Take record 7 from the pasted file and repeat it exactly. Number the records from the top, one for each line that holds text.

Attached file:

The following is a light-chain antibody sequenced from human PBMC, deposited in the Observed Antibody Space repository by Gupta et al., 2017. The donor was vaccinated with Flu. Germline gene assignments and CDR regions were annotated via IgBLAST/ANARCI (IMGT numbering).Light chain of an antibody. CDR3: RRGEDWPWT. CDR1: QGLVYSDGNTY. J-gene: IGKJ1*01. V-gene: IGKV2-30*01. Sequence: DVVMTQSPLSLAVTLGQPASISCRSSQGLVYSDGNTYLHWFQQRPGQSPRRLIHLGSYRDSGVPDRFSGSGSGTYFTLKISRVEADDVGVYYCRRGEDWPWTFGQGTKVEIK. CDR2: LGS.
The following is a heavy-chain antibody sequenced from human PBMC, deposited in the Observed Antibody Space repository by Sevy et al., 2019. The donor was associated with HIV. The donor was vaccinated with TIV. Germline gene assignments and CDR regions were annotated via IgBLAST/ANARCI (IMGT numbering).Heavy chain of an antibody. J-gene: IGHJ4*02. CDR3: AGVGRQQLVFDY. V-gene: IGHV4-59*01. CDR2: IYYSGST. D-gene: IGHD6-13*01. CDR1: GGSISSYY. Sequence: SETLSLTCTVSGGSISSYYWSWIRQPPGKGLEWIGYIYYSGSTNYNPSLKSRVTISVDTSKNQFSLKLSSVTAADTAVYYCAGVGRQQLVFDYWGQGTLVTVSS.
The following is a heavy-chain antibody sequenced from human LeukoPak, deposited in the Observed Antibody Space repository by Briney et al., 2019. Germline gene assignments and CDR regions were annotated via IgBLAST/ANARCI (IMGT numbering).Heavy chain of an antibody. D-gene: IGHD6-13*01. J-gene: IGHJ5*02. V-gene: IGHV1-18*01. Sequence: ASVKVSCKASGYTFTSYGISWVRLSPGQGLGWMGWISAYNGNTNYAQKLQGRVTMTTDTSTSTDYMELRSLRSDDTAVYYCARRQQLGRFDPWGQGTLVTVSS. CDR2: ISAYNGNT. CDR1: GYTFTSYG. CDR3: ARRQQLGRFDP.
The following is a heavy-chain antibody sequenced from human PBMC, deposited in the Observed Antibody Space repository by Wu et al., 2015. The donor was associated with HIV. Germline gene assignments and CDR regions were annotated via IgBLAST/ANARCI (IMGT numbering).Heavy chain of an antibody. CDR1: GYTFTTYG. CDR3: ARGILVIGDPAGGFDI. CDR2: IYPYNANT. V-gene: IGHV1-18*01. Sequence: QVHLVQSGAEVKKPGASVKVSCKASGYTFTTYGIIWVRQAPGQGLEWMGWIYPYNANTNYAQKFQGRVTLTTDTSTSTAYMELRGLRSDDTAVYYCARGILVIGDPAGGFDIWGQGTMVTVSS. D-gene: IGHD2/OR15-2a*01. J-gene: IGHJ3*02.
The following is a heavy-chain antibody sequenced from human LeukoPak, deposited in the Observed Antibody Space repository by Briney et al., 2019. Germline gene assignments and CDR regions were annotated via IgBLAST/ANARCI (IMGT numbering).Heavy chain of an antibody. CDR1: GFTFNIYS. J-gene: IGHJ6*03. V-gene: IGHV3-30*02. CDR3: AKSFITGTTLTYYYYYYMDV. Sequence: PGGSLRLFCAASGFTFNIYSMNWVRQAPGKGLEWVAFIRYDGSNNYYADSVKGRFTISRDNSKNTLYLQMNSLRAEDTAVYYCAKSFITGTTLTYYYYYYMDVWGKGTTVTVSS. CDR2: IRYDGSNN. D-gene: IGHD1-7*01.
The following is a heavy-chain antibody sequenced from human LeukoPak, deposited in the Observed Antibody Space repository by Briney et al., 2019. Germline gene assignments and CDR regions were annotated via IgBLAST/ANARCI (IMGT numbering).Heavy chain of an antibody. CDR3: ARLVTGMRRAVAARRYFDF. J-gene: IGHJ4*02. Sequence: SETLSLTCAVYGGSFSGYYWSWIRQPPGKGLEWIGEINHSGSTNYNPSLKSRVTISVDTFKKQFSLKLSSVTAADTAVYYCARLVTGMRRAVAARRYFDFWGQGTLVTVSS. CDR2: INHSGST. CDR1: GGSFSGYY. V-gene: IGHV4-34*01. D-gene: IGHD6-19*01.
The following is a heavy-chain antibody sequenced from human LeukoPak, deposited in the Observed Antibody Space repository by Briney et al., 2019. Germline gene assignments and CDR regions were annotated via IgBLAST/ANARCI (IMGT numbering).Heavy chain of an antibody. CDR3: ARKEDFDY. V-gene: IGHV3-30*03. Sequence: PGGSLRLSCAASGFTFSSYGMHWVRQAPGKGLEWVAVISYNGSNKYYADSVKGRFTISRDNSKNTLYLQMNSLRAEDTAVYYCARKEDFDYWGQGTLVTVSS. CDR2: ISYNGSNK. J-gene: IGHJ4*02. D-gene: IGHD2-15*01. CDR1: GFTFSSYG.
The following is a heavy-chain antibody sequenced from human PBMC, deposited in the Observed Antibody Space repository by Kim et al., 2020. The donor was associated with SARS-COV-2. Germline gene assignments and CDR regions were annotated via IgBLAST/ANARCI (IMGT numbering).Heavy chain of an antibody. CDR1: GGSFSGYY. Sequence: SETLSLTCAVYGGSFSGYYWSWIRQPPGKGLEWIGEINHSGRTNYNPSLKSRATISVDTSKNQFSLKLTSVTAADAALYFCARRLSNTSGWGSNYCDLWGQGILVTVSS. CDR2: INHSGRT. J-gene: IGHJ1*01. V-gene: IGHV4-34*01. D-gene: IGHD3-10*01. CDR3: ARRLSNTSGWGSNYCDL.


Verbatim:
The following is a heavy-chain antibody sequenced from human LeukoPak, deposited in the Observed Antibody Space repository by Briney et al., 2019. Germline gene assignments and CDR regions were annotated via IgBLAST/ANARCI (IMGT numbering).Heavy chain of an antibody. CDR3: ARKEDFDY. V-gene: IGHV3-30*03. Sequence: PGGSLRLSCAASGFTFSSYGMHWVRQAPGKGLEWVAVISYNGSNKYYADSVKGRFTISRDNSKNTLYLQMNSLRAEDTAVYYCARKEDFDYWGQGTLVTVSS. CDR2: ISYNGSNK. J-gene: IGHJ4*02. D-gene: IGHD2-15*01. CDR1: GFTFSSYG.